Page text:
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West African military chiefs meet on Ivory Coast intervention

West African military chiefs meet to finalise plans for a possible intervention in the Ivorian crisis

AFP, Tuesday 18 Jan 2011
Ivory
Ivory Coast's presidential claimant Alassane Ouattara (L) sits next to Kenya's Prime Minister Raila Odinga before a meeting at Golf Hotel in Abidjan 17 January 2011. (Reuters)
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West African military chiefs met Tuesday to finalise plans for possible intervention to remove Ivory Coast's Laurent Gbagbo from the presidency after he lost a November election.

The officers would work off a report drawn up in December which envisages Nigeria at the head of a military intervention force and foresees the deployment of combat troops and attack helicopters, a participant told AFP.

Gbagbo has refused to hand over to his rival Alassane Ouattara, widely recognised as winner of the 28 November poll, despite mounting pressure and threats of military action.

"Our preparations are very advanced and we are ready to move into action if necessary and that must be clear," senior Nigerian officer Olusegun Petinrin told AFP.

The Economic Community of West African States (ECOWAS) officers will take an overview of the regional situation at their two-day meeting until Wednesday in the Mali capital with a special session dedicated to Ivory Coast."We are here to draw up a clear plan if we ask militaries to intervene to re-establish democracy in Ivory Coast," one said.

The 15-member ECOWAS suspended Ivory Coast in early December.

Ouattara has been recognised as the poll winner by the Ivory Coast's election authority and the international community; Gbagbo, who has ruled for 10 years, was declared victor by the Constitutional Council.

The officers would work from a report from an extraordinary meeting of ECOWAS military chiefs in Abuja late December, one of the participants told AFP.

The report, a copy of which was seen by AFP, talks of the need for Gbagbo to be removed "from power as soon as possible so the legitimate government can be put in place and start its work".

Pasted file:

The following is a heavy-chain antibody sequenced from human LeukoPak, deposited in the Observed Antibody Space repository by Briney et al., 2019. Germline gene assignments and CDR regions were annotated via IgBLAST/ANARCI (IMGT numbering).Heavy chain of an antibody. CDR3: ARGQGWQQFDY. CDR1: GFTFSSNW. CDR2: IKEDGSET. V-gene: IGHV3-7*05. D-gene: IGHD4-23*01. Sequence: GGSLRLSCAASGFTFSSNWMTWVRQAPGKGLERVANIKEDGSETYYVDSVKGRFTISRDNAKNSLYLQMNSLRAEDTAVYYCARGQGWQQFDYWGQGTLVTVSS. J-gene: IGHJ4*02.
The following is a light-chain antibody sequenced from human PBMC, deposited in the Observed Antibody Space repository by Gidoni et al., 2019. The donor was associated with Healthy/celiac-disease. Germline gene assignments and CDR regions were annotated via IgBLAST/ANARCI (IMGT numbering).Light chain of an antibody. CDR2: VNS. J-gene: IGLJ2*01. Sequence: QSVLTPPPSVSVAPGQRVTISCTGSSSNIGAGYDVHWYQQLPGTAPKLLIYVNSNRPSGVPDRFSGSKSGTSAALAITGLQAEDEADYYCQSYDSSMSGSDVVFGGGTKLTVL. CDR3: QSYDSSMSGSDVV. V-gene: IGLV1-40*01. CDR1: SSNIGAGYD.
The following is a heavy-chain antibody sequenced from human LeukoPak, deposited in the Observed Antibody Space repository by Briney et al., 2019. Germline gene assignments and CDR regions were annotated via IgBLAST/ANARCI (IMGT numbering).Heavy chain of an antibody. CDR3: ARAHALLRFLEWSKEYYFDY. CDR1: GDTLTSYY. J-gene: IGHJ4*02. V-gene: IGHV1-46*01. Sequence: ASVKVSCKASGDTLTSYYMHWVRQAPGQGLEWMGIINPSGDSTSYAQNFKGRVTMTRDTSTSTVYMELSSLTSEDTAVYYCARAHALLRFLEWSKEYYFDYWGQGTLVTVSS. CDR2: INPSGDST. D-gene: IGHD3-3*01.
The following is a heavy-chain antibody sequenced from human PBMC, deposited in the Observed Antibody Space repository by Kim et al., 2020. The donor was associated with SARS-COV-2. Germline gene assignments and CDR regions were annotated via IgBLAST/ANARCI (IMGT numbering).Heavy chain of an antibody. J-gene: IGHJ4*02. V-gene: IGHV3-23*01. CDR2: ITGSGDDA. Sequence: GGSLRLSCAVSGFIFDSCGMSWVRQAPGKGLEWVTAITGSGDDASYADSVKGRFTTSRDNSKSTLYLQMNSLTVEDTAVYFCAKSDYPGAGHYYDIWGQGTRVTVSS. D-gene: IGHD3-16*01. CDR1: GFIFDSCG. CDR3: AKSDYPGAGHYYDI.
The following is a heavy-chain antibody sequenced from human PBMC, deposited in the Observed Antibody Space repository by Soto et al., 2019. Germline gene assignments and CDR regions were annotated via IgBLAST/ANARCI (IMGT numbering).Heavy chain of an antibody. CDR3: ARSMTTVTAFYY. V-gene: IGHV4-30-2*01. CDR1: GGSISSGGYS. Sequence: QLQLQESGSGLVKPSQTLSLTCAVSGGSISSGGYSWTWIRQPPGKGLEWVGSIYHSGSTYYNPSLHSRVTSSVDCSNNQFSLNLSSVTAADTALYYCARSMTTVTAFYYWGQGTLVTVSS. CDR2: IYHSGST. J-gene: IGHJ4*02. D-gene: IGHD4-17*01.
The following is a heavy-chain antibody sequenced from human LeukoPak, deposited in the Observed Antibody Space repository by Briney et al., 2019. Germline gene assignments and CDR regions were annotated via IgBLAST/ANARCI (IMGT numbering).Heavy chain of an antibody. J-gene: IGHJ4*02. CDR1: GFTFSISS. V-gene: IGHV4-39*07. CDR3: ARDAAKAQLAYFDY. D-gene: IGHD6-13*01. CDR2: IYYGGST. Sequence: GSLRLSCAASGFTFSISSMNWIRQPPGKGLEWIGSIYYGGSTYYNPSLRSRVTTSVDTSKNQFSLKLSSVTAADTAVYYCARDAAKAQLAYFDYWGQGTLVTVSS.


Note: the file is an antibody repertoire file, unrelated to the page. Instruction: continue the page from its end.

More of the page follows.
It also underlines the importance of planning for the possibility of attacks by Ivorian forces against nationals of countries taking part in an intervention force.

For this reason, "an evacuation must precede all action by the intervention force," according to text.

Several million ECOWAS citizens live in the Ivory Coast, the world's top cocoa-producing country which remains a regional economic power despite a decade of political crises and violence.

If established, the intervention force would be headed by Nigeria which would also provide the most troops including a combat squadron, attack helicopters, a communications unit and officers in charge, according to the December report.

Benin, Burkina Faso, Senegal, Sierra Leone, Liberia, Mali and Togo are expected to take part to varying degrees, according to the text, with Niger still to confirm its participation.

Ghana has previously ruled out sending troops.

The report also raises the option of deploying special forces and of a naval blockade off the country with the support of international "partners".

A diplomat at the United Nations in New York said recently that for military intervention to have any chance of success, ECOWAS would have to line up about 20,000 troops although it only has about 3,500 at its disposal.

The Bamako meeting kicked off as Kenyan Prime Minister was due to continue a round of talks in Abidjan to persuade Gbagbo to leave peacefully.

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